If you are looking for an herb to help your symptoms once you get a cold, andrographis may be a good choice. It is an herbaceous plant that has been shown to decrease the severity and duration of upper respiratory infection symptoms4. Although andrographis may also decrease the risk of developing a cold, more studies are needed to make any conclusions where prevention is concerned.
Although particular alternative treatments have not been shown to prevent the flu, elderberry syrup has been shown to reduce the symptoms and duration of influenza when it is given in the first 2 days from the start of symptoms5. Elderberry syrup appears to be safe, but you should not eat unripe berries or products made from other parts of the Elder plant.
Aromatherapy Aromatherapy is another alternative measure that is popular during cold and flu season. Aromatherapy is the use of essential oils from plants to promote health. While there is not strong data to support the use of essential oils for prevention and treatment of cold and flu, essential oils have the potential to help manage some cold and flu symptoms. If used correctly, aromatherapy is safe. However, there are reports of toxicity, particularly in children, so caution must be used. People get into trouble when they try to substitute aromatherapy for necessary medical care or when administering essential oils incorrectly. I do not recommend using essential oils internally without the help of a highly trained aromatherapist and a discussion with your doctor. Some common essential oils used for general respiratory tract infections are eucalyptus, peppermint, and lavender. Blends of several oils may be better than the use of a single oil. Here are a few suggestions for using essential oils when you have a cold: *Get an essential oil diffuser and use the recommended amount of essential oil to run the diffuser in your home during the day or night.
*Create a steam to treat congestion. Add 3-5 drops of either eucalyptus or peppermint essential oil into a bowl of just-boiled water (always take great precautions to prevent injury and burns). Put a towel over your head that will also cover the bowl, close your eyes, and lower your face over the bowl at least 10 inches from the water. Inhale slowly and deeply for a few minutes, coming up for air as needed.
*Place 10 drops (total) of peppermint, eucalyptus or a combination of the two essential oils into 1 ounce of carrier oil or lotion (coconut or almond oil, for example). Rub a bit of the mixture onto your chest before bed. Do not apply essential oils directly onto skin without first diluting in a carrier oil.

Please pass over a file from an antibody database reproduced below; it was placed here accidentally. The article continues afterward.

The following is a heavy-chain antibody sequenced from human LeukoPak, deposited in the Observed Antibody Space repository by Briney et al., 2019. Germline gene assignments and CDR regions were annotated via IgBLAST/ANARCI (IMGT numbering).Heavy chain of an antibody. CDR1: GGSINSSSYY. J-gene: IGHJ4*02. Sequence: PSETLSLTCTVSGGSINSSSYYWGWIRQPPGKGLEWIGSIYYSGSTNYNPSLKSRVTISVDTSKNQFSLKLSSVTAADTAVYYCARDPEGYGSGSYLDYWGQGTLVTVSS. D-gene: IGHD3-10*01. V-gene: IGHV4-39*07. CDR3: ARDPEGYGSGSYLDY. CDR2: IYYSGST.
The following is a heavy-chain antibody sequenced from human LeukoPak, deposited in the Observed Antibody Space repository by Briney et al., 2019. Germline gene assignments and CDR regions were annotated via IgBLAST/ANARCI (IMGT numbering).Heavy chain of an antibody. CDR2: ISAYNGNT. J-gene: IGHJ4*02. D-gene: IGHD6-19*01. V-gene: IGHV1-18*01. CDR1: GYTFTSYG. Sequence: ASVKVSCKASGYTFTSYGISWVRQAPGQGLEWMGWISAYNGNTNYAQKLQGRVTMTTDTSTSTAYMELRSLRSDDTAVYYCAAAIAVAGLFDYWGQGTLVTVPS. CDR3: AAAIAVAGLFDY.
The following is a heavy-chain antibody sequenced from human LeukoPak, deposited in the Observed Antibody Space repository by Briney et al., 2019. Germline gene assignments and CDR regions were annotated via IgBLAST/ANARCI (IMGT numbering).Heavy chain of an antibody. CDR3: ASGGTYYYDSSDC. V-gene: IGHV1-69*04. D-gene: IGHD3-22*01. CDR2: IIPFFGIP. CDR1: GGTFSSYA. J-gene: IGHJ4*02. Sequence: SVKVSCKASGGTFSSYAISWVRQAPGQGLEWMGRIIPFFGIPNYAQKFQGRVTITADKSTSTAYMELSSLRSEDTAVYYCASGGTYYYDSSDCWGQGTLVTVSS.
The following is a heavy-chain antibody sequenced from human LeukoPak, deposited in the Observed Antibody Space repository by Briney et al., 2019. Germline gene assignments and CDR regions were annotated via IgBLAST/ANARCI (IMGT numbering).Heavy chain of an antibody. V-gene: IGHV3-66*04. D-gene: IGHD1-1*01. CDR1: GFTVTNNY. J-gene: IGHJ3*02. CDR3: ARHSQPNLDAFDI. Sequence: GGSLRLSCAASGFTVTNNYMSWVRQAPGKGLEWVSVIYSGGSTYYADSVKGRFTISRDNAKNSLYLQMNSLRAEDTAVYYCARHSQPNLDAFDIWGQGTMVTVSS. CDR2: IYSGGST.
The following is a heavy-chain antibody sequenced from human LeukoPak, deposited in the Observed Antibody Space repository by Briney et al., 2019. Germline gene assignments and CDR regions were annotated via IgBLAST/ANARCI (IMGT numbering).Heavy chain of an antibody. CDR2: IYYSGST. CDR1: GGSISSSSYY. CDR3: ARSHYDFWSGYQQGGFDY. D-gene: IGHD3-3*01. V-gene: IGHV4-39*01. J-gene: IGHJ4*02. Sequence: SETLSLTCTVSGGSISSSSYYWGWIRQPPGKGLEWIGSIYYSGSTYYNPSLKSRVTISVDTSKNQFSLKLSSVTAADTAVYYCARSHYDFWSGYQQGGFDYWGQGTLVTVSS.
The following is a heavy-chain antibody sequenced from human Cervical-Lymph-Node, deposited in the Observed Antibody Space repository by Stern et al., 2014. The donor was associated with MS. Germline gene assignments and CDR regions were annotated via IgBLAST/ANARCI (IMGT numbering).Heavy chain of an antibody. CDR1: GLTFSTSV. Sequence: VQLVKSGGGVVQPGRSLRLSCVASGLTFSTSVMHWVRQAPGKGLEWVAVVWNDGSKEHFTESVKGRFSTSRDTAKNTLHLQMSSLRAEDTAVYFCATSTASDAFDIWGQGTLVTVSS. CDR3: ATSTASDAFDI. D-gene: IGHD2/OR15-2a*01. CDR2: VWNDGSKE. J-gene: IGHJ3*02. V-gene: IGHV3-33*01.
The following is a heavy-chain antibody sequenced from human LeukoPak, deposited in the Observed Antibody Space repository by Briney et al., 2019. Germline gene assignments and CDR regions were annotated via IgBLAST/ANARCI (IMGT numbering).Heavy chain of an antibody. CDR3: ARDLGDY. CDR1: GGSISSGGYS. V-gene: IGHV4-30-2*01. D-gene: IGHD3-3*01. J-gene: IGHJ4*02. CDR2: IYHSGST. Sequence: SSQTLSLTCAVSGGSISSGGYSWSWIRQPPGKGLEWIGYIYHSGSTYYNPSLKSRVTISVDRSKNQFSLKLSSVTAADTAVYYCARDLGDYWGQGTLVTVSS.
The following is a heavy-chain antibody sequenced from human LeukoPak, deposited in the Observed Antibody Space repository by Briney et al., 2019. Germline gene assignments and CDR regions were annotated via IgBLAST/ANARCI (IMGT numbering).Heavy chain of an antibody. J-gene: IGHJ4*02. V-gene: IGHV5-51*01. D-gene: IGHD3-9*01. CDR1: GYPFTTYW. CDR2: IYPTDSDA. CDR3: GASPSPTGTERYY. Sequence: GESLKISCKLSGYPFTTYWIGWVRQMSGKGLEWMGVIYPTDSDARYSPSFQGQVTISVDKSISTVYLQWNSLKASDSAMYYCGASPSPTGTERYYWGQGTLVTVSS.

*Place 5-10 drops of lavender essential oil into your bathwater to help with body aches. If you have sensitive skin, dilute the essential oil first in a carrier oil.
There are so many more essential oil combinations that you may find helpful. If aromatherapy is of interest to you, I would encourage you to do some more research and find the most appropriate oils for your ailment and that suit you personally.
The best things that you can do to stay well during cold and flu season are to eat well, sleep enough, exercise, reduce stress and wash your hands. Remember that supplements are just that…supplements to your already hopefully healthy lifestyle and traditional medical regimen. If you choose to take supplements, it is always wise to disclose and discuss them with your doctor. Herbs, like pharmaceuticals, can interact with other drugs and are contraindicated in some medical conditions. I hope you all stay warm and well this winter!
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1. “Get Smart: Know When Antibiotics Work.” Centers for Disease Control and Prevention. March 16, 2016. http://www.cdc.gov/.
2. Hemilä, H., and E. Chalker. “Vitamin C for Preventing and Treating the Common Cold.” Cochrane Database of Systematic Reviews Reviews, January 31, 2013.
3. Johnson, Rebecca L., and Steven Foster. National Geographic Guide to Medicinal Herbs: The World’s Most Effective Healing Plants. Washington, D.C.: National Geographic, 2010.
4. Saxena, R.c., et al. “A Randomized Double Blind Placebo Controlled Clinical Evaluation of Extract of Andrographis Paniculata (KalmCold™) in Patients with Uncomplicated Upper Respiratory Tract Infection.” Phytomedicine 17, no. 3-4 (2010): 178-85.
5. Zakay-Rones, Zichria, et al. “Inhibition of Several Strains of Influenza Virus in Vitro and Reduction of Symptoms by an Elderberry Extract (Sambucus Nigra L.) during an Outbreak of Influenza B Panama.” The Journal of Alternative and Complementary Medicine 1, no. 4 (1995): 361-69.